The information on the website regarding exposure to abortion medication is based
on research that done on the internet. It's very important to understand that the
majority of studies that were done on embryos and fetuses were done when the woman
was undergoing regular treatment for rheumatoid arthritis, cancer, or other conditions.
That would mean repeated exposure at high doses. When evaluating the potential risk
to the fetus, we need to consider if the exposure was repeated or a one-time thing.
A medical abortion uses a small dose given one time.
You might see a lot of abortion clinics on the internet warning against continuing
a pregnancy after a medical abortion; however, it's important to remember that they
are trying to prevent lawsuits should a deformity occur. They also want to be able
to claim a 100% success rate at performing abortions. You'll read a lot of differing
advice on the internet, and it's important to note that no one can guarantee that
a baby will or will not be affected.
It's also important to note that during the first 2 weeks after conception, the embryo
is not susceptible to teratogenicity (the harmful effects of some drugs). Medical
abortions should only be done in the first 5 weeks after conception. “During the
first 2 weeks after conception the developing embryo is not susceptible to teratogenesis
(Moore 1998). Drug exposures during this time period are not known to cause congenital
anomalies in human embryos; however, such exposures may interfere with cleavage of
the zygote or implantation of the blastocyst and/or cause early death and spontaneous
abortion of the embryo (Moore 1998).” FDA website, page 8 of PDF file.
You can find information about methotrexate and misoprostol use in pregnancy here.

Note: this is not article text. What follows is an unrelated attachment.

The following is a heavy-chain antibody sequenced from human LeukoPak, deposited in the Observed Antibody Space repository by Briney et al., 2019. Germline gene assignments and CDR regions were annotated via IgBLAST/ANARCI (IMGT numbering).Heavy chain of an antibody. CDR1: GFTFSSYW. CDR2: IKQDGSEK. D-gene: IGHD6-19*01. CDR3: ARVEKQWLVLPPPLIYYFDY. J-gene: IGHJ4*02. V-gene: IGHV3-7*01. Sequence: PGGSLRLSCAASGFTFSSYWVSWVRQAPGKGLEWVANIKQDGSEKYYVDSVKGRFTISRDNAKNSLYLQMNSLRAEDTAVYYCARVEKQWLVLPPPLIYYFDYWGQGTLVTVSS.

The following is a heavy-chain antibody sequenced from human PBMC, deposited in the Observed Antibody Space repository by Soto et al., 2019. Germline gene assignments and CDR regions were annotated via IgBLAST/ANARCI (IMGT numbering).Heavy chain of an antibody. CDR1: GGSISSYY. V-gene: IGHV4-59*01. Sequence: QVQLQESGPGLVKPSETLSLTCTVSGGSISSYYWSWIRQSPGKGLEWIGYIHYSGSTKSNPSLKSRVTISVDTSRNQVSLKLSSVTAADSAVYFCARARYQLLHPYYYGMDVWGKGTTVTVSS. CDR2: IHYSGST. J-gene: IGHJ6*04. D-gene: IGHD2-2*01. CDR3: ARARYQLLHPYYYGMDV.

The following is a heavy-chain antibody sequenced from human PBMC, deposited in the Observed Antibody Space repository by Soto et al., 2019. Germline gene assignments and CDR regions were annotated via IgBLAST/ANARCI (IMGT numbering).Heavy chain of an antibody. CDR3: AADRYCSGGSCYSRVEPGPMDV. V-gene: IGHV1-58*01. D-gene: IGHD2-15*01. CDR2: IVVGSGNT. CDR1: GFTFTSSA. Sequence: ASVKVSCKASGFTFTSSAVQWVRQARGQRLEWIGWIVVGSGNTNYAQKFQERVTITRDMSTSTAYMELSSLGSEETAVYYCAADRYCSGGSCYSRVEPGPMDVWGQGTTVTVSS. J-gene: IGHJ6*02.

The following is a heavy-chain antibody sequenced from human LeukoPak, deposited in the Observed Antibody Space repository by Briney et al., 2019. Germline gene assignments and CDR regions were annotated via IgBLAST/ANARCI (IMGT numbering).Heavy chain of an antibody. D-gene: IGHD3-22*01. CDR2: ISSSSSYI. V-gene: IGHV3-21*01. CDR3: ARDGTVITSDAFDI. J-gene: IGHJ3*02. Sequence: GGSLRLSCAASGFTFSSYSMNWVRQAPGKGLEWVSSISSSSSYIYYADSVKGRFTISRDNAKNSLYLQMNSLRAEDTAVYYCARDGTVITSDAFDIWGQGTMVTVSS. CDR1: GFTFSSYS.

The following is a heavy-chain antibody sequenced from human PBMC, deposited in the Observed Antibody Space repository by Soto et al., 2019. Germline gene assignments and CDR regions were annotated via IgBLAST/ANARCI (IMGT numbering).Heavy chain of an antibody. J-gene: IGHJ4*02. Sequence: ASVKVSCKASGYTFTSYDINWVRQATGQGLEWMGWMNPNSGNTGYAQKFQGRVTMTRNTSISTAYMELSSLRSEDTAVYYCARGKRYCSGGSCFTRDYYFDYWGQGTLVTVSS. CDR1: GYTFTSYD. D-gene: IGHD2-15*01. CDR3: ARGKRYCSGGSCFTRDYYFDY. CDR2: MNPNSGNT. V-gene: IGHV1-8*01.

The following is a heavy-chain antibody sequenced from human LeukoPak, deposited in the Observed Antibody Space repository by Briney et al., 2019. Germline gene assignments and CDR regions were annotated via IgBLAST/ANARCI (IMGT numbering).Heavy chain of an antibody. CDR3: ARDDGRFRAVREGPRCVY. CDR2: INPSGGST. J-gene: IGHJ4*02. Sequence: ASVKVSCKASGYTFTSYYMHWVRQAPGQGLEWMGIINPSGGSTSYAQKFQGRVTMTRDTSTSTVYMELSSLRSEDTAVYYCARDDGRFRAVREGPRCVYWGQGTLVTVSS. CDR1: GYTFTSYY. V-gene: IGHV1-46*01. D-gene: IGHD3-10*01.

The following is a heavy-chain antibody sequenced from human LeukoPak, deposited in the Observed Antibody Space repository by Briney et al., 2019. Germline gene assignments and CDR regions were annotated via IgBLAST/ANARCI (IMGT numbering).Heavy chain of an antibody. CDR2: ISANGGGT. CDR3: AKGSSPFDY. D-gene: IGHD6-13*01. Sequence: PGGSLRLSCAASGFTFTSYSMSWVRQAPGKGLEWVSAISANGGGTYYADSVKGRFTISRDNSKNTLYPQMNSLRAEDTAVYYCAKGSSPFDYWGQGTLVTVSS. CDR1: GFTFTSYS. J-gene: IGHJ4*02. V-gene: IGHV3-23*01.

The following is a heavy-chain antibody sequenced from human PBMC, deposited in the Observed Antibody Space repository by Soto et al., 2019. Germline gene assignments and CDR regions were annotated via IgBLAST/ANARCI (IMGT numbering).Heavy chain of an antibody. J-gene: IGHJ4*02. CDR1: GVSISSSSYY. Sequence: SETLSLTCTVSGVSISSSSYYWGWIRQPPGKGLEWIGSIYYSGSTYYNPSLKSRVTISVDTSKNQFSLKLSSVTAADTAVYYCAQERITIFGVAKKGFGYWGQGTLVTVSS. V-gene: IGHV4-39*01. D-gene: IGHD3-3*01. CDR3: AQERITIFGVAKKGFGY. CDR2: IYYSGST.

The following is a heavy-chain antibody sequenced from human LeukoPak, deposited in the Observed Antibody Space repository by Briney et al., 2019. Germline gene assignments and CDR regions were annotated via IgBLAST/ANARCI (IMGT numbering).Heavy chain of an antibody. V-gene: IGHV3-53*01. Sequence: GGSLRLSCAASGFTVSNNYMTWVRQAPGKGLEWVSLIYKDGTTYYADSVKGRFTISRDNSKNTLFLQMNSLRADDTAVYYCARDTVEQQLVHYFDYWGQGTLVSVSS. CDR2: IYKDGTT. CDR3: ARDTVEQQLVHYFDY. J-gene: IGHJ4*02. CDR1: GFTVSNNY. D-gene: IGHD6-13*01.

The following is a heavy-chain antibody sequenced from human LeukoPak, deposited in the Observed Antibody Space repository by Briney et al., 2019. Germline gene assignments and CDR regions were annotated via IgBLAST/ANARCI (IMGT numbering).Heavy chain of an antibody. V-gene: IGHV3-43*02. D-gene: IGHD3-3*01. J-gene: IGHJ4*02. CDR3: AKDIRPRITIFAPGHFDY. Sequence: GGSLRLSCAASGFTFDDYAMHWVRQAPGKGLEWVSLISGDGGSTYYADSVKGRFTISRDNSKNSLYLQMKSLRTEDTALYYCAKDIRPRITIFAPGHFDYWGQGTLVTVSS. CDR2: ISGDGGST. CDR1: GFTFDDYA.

Keep in mind that much of the statistics and information you will read here was
gathered in relation to cancer treatment or stomach conditions. Mifepristone, however,
is only taken to induce an abortion. If the abortion is not successful, there is
no known risk to the embryo.
The teratogenicity of all 3 types of medications as related to abortion is discussed
here on page 25 of this PDF document, and it confirms that with methotrexate and
mifepristone, the risk is almost none, while with misoprostol (the second part of
both medical abortions), the risk is slim.
Most of these articles point to the fact that 'yes,' medical abortions can cause
anomalies at any dose at any time given, but it is considerably less likely that
a baby will be born with anomalies after a failed medical abortion because:
(1) the dose is much lower than that given in cancer or for arthritis treatment and
(2) the dose is not repeated.
If you are having a continuing pregnancy after a medical abortion and you want to
remain pregnant, you do not have to have a surgical abortion. The clinic cannot make
you have one. Please contact an OB/GYN or a maternal-fetal medicine obstetrician
for guidance. Ultrasounds can be done to check for any abnormalities that may be